16. AMD's 21.4.1 driver brings a ton of cool new features but Super Resolution is still missing Today, AMD announced its major driver overhaul that was missed last year possibly due to the pandemic situation. The new WHQL driver is coming in the form of the Radeon Software Adrenalin 21.4.1. Despite a lot of new additions and updates, the driver is missing the most anticipated FidelityFX Super Resolution feature. Fidelity FX Super Resolution is a part of AMD's FidelityFX DirectX 12 Ultimate suite and is said to be a framerate boosting technique similar to Nvidia's DLSS where an image will be rendered at a lower resolution and then upscaled to a higher resolution by using AI and ML techniques. However, AMD fans should not despair as there are rumors that FidelityFX Super Resolution will not come with a separate driver and will in fact be implemented in games separately. With that out of the way let's now talk about the loads of features that it does bring. General improvements and feature additions which now bring minimal installation options: Customized user interface options are now available in the Radeon Software installation to modify the user interface. Options exist for a Full Installation, Minimal Installation and Driver only installation. Vivid Gaming Display Color Enhancement : A new color profile that allows users to enable a more vivid look for their display color. Color Deficiency Correction : A new feature that allows users to adjust their display colors for all three major color deficiency types with strength sliders. Improved search bar functionality. Stats information for games is now available in the games tab. Historical navigation buttons added to easily move back and forth between tabs. Toggle added to enable or disable the built-in web browser. Settings option added to enable or disable all hotkeys in a single click. Updated AMD Link software which enables high-performance remote gaming on Windows PCs in addition to phones, tablets and TVs; new AMD Link Game feature allows another Radeon user to remotely connect to play local multiplayer-supported games. A brand-new AMD Link for Windows client is now available that allows you to stream your games and desktop to other Radeon graphics enabled PCs. New "Link Game" feature that allows you to easily connect with a friend to play games together on a single PC or even help them troubleshoot a PC issue or problem. Redesigned streaming technology for better visuals and lower latency. New quality of service feature that dynamically adjusts your streaming settings based on your internet connection. Now supports up to 4k/144fps streaming. Simplified AMD ReLive user interface and other improvements: Recording and streaming settings have been consolidated into one easy to use tab. A new Streaming Wizard is now available which helps users configure their recording and streaming settings for the first time. A new ‘adaptive’ quality setting is available in the wizard that allows Radeon Software to monitor your stream and make changes to quality based on your stream’s performance. Improved scene editor usability for creating and editing scenes. An option is now available to select which display you would like to record or stream from in multiple display system configurations. Performance Tuning changes: Introduced CPU metrics and monitoring to the performance metrics tab in Radeon Software. Improvements made to the performance metrics tab including design updates to the graphs for metrics, more performance readouts, improved logging controls and improved performance overlay controls and graphs. New AMD Crash Defender feature: Preserves data and keeps your system running in some cases where your system may have otherwise experienced a crash or hang. Microsoft PlayReady AV1 Decode Support, which now means AMD GPUs can decode PlayReady DRM- protected AV1 content. AMD Eyefinity support, which is AMD's Multi-display technology, has now been extended to Ryzen Mobile 4000 and Ryzen Mobile 5000 series APUs. Interestingly, while AMD hasn't mentioned it in its press release, VideoCardz says that the driver also brings support for Radeon Boost with integrated Variable Rate Shading (VSR) in the following games, however, you'd need a Radeon RX 6000 series GPU to enable it: Rise of the Tomb Raider, Shadow of the Tomb Raider, Borderlands 3, Metro Exodus, Fortnite, Cyberpunk 2077, Resident Evil 3, Call of Duty Modern Warfare 2019. Check out AMD's video below to get a gist of the new features. Aside from the new feature additions, the driver also brings a bunch of bug fixes. They are: Brightness flickering may intermittently occur in some games or applications when Radeon™ FreeSync is enabled, and the game is set to use borderless fullscreen. SteamVR™ may experience an application crash when a VR headset is connected on Radeon RX 500 series graphics products. Some high refresh rate, high resolution TV displays may experience corruption when connected via HDMI on Radeon RX 6000 series graphics products. Applying changes in Radeon Performance Tuning may sometimes fail to take effect for changes made to power tuning. Lower than expected performance may be experienced in some CPU intensive workloads or games. Global performance tuning overclock profiles may sometimes override game specific performance tuning profiles or cause game specific performance tuning profiles to fail to load on a games launch. Radeon Chill may experience lower than expected performance when a game is left idle for an extended period with Radeon Chill enabled. Flickering may be observed in Radeon Software performance overlay while playing Cyberpunk 2077™ on Radeon RX 6000 series graphics products. And below is the list of bugs that are yet unresolved: Enhanced Sync may cause a black screen to occur when enabled on some games and system configurations. Any users who may be experiencing issues with Enhanced Sync enabled should disable it as a temporary workaround. Connecting two displays with large differences in resolution/refresh rates may cause flickering on Radeon RX Vega series graphics products. Radeon performance metrics and logging features may intermittently report extremely high and incorrect memory clock values. Cyberpunk 2077™ may experience shadow corruption on Radeon RX 6000 series graphics when ray tracing is enabled. Disco Elysium™ may experience texture flickering on trees with Radeon RX 6000 series graphics products. Radeon Software may experience a crash when Record & Stream tab is in use and a display is hot plugged. Radeon FreeSync™ may intermittently become locked while on desktop after performing task switching between extended and primary displays upon closing a game, causing poor performance or stuttering. A system restart is a potential workaround if this is experienced. Performance metrics may incorrectly report temperatures on Ryzen™ 5 1600 series processors. The download or launch Ryzen Master buttons in Radeon Software may intermittently disappear or may fail to initialize Ryzen Master. If Ryzen Master is not detected in Adrenalin software after installation, a system restart maybe required. There are also a couple of issues with the new Link for Windows: AMD is investigating isolated reports of intermittent loss of signal during Stream Optimization if HEVC is used on Radeon RX 5000 series graphics products or later. A workaround is to use the AVC encoding setting instead. Intermittent grey frame corruption might be observed when streaming with HEVC on certain configurations via an Internet connection. A workaround is to use the AVC encoding setting instead. If you wish to download the Radeon Software Adrenalin Edition 21.4.1 driver, you can do so by visiting the driver's release notes page here where you will find separate download links for Windows 10 and Windows 7 64-bit. As usual, the product is compatible with all GCN and RDNA products (HD 7000 series and newer). You can find more information on the new Radeon Adrenalin 21.4.1 driver here. via VideoCardz Source: AMD's 21.4.1 driver brings a ton of cool new features but Super Resolution is still missing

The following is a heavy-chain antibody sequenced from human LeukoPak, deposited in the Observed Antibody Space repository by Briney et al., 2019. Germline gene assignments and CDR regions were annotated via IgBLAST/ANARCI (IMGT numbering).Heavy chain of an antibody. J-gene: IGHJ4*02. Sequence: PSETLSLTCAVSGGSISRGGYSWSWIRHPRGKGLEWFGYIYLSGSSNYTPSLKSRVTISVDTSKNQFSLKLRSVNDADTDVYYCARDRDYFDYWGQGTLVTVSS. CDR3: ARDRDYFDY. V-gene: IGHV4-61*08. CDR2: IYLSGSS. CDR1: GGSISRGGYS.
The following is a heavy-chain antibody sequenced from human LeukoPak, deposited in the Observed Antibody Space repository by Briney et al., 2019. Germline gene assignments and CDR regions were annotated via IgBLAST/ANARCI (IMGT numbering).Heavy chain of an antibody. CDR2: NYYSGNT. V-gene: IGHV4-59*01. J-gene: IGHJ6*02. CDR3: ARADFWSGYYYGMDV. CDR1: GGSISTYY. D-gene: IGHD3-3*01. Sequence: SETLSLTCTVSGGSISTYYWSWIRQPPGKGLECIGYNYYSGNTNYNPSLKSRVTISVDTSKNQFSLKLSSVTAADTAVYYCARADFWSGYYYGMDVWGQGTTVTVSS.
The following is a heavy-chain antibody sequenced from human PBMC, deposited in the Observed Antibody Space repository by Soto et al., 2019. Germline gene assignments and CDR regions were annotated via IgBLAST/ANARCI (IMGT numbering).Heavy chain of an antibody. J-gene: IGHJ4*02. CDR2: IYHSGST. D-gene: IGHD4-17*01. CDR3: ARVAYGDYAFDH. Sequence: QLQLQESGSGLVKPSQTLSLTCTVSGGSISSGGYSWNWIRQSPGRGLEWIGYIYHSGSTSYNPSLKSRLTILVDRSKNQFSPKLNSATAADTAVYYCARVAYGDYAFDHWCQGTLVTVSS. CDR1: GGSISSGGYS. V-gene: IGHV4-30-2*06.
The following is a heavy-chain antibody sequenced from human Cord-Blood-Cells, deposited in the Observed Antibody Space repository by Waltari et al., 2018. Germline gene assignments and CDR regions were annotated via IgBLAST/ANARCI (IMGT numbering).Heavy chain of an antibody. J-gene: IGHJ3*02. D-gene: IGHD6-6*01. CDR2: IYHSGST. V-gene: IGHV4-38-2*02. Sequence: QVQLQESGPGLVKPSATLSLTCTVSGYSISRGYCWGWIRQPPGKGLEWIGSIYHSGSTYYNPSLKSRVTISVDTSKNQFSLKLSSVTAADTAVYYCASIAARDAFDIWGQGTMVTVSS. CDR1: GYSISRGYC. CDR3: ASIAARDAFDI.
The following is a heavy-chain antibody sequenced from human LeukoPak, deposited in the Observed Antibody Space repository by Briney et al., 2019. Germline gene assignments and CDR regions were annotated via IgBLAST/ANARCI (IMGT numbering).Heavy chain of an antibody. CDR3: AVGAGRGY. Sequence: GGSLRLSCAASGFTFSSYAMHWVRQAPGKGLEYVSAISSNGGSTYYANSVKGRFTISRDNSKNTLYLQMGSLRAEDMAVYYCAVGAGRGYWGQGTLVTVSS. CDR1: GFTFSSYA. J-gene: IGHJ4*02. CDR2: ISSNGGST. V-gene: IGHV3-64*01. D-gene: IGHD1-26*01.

17. AMD acknowledges USB connectivity issues on X570 and B550 motherboards If you've experienced problems, AMD wants to hear about them In brief: Reports of USB connectivity issues on AMD X570 and B550 motherboards have circled the forums since the boards’ release, but the issue has recently come to a head on Reddit. AMD has responded with a simple statement: they’re not sure what the issue is, and they’d like to collect more data. For the past few months, reports of sporadic USB disconnections on 500-series motherboards have been stacking up on the desk of AMD’s subreddit. Some users have reported that their keyboard will suddenly become unresponsive for 5 to 10 seconds, every few minutes. Other users complain that their mouse will slow down. Owners of sound cards are talking about crackling and distortion. The strangest thing about the issue is that it seems to be new -- because X570 and B550 boards aren’t. While the first complaints were posted over a year ago, their frequency seems to have increased exponentially in the past month. Some Redditors recently compiled a statistics table for users to share their issues and system specifications, and it looks like the issue is mostly occurring in systems with new RTX GPUs. But don’t worry, a flagship GPU isn’t a necessity. A mid range GPU and a few high bandwidth devices, like external hard drives, external capture devices, or VR headsets and tracking stations seem to do the trick just as well. And it’s not just the high bandwidth device that will experience the issue, anything connected to the same system can be affected, including internally connected devices like CPU coolers -- which is a very serious issue. Some workarounds have been found by the community. The first port of call: turning off "c-states" in the BIOS. It won’t carry a penalty, and it can halve the frequency of disconnects. But if that doesn’t work, your remaining options are to switch from PCIe 4.0 to PCIe 3.0 or to go through the BIOS and disable every USB port/header you’re not using. Doing all three will stop the disconnections for most people, but not for power users. Streamers with a capture card, microphone, webcam, and the usual batch of peripherals are out of luck, basically. That’s where AMD comes in. They’ve asked anyone experiencing issues to report them on AMD’s website. They’ll also be messaging some people who’ve commented on their problems on Reddit. An Update on USB connectivity with 500 Series Chipset Motherboards from r/Amd Hopefully, AMD will be able to resolve these issues quickly with a firmware update. In the meanwhile, for new system builders, our best advice is to opt for an AMD GPU to pair with X570 and B550 motherboards, as the combination seems to be almost devoid of issues. Source: AMD acknowledges USB connectivity issues on X570 and B550 motherboards